Hijacking Obama’s Middle East Strategy


One of the most important and sensible comments made during the last stretch of the campaign came from the straight-talking Joe Biden. The then Democratic vice-presidential nominee said that Barack Obama would be “tested” by crisis early in his presidency.
Biden was right — and if anything, probably understated the frequency and severity of these tests of America’s resolve and objectives in the world. To be fair, I believe that a McCain administration would have been tested equally.
Part of what is going on today with Israel Defense Minister Ehud Barak’s unleashing of massive Israeli airpower against Hamas offices in Gaza is a test of Obama’s America. Hamas’s decision to end its “lull”, or temporary ceasefire with Israel, also has a lot to do with testing the U.S. and seeing what the outlines of Obama’s policy will be.
Barack Obama cannot afford to allow his presidency and its foreign policy course to be hijacked by either side in this increasingly blurry dispute. Israel’s actions today just created thousands of aggrieved and vengeful relatives committed to delivering some blowback against Israel.
Hamas, at the same time, overplayed its hand at a fragile time. Hamas will never play the role of supplicant or subordinate to Israel’s interests — but its resumption of violence before the Israeli elections and during a time of transition in US politics triggered a devastating responce from Israel that signficantly undermined its own interests as a potentially responsible steward of a Palestinian state.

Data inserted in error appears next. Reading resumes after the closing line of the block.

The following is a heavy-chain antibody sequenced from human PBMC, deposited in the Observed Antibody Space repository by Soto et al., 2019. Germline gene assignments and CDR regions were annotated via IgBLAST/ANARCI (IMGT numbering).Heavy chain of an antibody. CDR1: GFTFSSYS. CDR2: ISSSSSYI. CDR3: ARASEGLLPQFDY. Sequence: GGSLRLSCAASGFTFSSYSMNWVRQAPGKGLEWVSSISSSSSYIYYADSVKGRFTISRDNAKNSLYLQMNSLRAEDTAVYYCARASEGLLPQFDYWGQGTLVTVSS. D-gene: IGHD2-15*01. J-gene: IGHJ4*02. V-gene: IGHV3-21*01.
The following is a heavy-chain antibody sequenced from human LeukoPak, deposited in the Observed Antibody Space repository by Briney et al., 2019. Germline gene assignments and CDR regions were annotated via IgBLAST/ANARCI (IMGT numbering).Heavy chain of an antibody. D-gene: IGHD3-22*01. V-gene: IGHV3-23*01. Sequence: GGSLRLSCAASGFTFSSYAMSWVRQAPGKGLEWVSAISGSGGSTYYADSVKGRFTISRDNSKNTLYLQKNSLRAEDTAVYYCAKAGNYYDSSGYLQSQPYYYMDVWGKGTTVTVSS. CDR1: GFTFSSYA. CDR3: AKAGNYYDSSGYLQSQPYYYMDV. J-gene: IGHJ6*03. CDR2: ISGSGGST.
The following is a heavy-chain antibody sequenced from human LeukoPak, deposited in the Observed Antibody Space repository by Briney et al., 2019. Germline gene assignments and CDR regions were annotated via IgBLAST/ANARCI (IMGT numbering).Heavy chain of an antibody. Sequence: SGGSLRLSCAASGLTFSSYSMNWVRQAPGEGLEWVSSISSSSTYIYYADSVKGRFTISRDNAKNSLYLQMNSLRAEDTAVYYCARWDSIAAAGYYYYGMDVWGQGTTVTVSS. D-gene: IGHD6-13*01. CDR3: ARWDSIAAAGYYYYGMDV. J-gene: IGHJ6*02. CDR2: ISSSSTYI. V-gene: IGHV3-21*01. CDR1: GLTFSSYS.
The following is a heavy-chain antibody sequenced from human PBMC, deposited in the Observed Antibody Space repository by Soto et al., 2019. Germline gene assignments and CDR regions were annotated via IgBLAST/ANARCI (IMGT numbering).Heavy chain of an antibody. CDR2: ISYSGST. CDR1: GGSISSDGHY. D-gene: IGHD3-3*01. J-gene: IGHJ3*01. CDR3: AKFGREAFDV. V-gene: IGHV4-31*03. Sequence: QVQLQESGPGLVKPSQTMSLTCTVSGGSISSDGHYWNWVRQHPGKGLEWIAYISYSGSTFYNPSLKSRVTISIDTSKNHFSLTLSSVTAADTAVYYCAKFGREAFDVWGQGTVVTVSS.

The violence we are watching is just yet another installment in the blur of tit-for-tat violence from both sides of this chronic foreign affairs ulcer.
The US — and the incoming Obama administration — must move an agenda forward in Israel-Palestine negotiations that works at levels higher than the perpetrators of this violence. It’s time to get this conflict out of the weeds, and time to stop allowing any actors in this drama to hijack the foreign policy machinery of governments trying to push forward a Palestinian state.
America has to get out of the role of “managing” this conflict — and must solve it. Israel and the Palestinians have shown themselves unable to maturely end their conflict — and short of a results-oriented strategy that puts the “Middle East Peace Business” out of business, America will be constantly tugged into this conflict and blamed for it.
My colleague Daniel Levy who co-directs the Middle East Task Force of the New America Foundation will be weighing in later with his own thoughts from Israel later today or tomorrow.
But for now, the Obama administration must set its sites higher than this tragic episode and sculpt a national security strategy that this minority view, or that minority view, armed with guns and rockets and planes and bombs can’t hijack and derail at will.
It’s time for a new course — to get beyond false choices between Israel’s interests and Palestinian interests — and to generate a new equilibrium that can withstand these predictable pin-pricking provocations.
— Steve Clemons


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